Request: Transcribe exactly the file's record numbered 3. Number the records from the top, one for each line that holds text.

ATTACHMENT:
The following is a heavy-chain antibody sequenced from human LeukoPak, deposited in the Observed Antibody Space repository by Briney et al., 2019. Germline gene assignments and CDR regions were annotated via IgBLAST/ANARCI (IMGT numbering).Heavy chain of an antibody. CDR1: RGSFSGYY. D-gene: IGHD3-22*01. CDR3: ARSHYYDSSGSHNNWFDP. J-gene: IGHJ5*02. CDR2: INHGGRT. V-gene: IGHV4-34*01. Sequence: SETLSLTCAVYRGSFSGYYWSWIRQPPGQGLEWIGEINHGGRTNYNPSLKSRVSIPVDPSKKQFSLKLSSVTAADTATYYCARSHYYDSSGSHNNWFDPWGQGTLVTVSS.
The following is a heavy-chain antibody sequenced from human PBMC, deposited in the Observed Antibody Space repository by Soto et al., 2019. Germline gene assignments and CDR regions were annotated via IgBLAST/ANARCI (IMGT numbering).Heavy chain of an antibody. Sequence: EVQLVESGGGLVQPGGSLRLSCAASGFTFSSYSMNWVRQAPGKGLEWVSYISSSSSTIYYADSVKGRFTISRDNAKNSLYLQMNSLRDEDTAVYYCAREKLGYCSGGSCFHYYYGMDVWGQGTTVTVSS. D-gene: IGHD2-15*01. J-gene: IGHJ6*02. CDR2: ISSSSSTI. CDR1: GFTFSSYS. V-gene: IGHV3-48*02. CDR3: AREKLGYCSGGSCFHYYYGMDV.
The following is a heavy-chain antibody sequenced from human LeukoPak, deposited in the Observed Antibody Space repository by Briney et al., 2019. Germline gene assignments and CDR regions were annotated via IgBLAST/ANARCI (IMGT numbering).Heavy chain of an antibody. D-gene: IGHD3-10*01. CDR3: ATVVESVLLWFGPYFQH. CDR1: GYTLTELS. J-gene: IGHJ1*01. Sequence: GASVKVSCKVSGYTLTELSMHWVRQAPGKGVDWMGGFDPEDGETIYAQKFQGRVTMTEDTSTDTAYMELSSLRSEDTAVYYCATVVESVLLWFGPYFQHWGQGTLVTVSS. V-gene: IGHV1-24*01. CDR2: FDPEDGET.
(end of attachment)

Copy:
The following is a heavy-chain antibody sequenced from human LeukoPak, deposited in the Observed Antibody Space repository by Briney et al., 2019. Germline gene assignments and CDR regions were annotated via IgBLAST/ANARCI (IMGT numbering).Heavy chain of an antibody. D-gene: IGHD3-10*01. CDR3: ATVVESVLLWFGPYFQH. CDR1: GYTLTELS. J-gene: IGHJ1*01. Sequence: GASVKVSCKVSGYTLTELSMHWVRQAPGKGVDWMGGFDPEDGETIYAQKFQGRVTMTEDTSTDTAYMELSSLRSEDTAVYYCATVVESVLLWFGPYFQHWGQGTLVTVSS. V-gene: IGHV1-24*01. CDR2: FDPEDGET.